Our language around a lot of things has changed in recent years. While some people may lament the rise of “political correctness,” in many cases, it’s just about being sensitive to people’s feelings and recognizing how powerful language can be.
Adoption is no exception. People used to refer to a birth mother as “giving up a baby for adoption.” Not only can that be hurtful, but it’s not an accurate description of what a birth mother does when she makes the often-difficult decision to take steps to give her baby a better life than she believes she could provide.
Adoption professionals prefer more adoption-positive phrases like “place a baby for adoption” or “choose an adoptive family” for a child. They reflect in part the fact that birth mothers who choose adoption for their child typically have more of a say in the decision than they once did – including how much (if any) contact they want to maintain with their child. Even if they choose not to be in their child’s life, they may want them to be able to find out more about their origins if they choose to when they’re old enough.
Who is the “real” parent?
The idea that the birth parents – particularly the mother — are the “real” parents also runs deep. However, both the birth parents and adoptive parents are “real” parents in some way.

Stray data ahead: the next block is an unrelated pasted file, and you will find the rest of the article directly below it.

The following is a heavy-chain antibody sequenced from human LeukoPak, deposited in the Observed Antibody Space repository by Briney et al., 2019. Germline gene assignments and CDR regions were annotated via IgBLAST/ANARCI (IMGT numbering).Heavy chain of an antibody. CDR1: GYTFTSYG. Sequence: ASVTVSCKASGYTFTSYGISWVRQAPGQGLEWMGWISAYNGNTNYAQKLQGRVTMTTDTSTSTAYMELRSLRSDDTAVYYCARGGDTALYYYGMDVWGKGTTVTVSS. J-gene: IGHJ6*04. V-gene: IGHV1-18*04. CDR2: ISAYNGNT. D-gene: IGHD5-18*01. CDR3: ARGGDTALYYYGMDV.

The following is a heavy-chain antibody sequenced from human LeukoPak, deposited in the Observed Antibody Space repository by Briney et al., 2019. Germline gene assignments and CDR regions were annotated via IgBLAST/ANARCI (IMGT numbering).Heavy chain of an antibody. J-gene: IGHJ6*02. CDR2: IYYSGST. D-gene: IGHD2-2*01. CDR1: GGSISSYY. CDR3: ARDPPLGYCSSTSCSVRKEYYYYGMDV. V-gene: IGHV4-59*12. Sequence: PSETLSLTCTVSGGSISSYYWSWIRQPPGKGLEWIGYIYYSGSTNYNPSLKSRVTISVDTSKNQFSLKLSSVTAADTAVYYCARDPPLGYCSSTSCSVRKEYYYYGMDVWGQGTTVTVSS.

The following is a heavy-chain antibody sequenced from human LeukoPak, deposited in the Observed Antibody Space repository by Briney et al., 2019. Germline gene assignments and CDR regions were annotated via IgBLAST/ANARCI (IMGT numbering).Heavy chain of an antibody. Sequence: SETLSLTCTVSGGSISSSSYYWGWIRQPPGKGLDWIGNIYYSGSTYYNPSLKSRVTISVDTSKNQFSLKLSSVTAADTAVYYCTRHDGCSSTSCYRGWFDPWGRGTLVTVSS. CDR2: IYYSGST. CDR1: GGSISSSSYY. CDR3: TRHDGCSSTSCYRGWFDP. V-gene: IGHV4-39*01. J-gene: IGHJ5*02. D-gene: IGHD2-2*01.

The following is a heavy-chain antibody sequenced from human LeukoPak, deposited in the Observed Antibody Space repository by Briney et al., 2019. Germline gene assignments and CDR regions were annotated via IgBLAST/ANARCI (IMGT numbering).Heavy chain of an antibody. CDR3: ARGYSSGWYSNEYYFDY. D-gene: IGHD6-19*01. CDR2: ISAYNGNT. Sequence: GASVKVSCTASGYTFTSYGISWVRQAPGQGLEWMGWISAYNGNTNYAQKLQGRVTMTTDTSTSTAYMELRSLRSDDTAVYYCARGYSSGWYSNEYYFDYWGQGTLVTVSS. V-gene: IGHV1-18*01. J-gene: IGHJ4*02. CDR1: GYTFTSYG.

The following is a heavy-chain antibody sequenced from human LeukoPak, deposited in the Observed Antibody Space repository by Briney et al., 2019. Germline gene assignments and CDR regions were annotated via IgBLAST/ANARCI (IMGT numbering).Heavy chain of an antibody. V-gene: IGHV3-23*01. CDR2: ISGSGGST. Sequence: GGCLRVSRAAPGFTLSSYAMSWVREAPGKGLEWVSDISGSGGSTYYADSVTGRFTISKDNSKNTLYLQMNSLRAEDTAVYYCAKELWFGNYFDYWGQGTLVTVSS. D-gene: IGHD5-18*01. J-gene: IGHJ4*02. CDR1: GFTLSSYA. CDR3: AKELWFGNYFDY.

As an adoptive parent, you may have people ask you about your child’s “real” parents or at least their “real” mother. That can be extremely hurtful. It’s up to you to decide when and how you want to correct people – like asking, “Are you talking about her birth mother?”
Your child is likely going to be asked all kinds of inappropriate and intrusive questions throughout their life – particularly if they are of a different race or ethnicity or if you and your same-sex spouse adopted them. That’s something you’ll have to prepare them for so that they don’t let other people’s careless language affect their self-esteem or sense of identity. As long as they feel loved and secure, other people’s words and actions will be easier to dismiss or perhaps be used as a chance to educate them a bit about adoption.
If you’re considering adoption, it’s wise to have experienced legal guidance. This can help you explore the various options and allow the process to go more smoothly for everyone.